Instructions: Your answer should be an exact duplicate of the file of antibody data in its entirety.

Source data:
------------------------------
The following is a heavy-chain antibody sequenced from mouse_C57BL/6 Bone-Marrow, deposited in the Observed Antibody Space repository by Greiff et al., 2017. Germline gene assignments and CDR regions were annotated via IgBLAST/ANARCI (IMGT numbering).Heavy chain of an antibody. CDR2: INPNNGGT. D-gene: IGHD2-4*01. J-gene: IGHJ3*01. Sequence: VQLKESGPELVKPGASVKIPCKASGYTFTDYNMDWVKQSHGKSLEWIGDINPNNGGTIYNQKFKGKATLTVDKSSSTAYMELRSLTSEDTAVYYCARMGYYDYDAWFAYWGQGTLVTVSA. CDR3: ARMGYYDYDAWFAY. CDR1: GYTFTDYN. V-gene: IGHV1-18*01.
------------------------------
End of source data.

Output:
The following is a heavy-chain antibody sequenced from mouse_C57BL/6 Bone-Marrow, deposited in the Observed Antibody Space repository by Greiff et al., 2017. Germline gene assignments and CDR regions were annotated via IgBLAST/ANARCI (IMGT numbering).Heavy chain of an antibody. CDR2: INPNNGGT. D-gene: IGHD2-4*01. J-gene: IGHJ3*01. Sequence: VQLKESGPELVKPGASVKIPCKASGYTFTDYNMDWVKQSHGKSLEWIGDINPNNGGTIYNQKFKGKATLTVDKSSSTAYMELRSLTSEDTAVYYCARMGYYDYDAWFAYWGQGTLVTVSA. CDR3: ARMGYYDYDAWFAY. CDR1: GYTFTDYN. V-gene: IGHV1-18*01.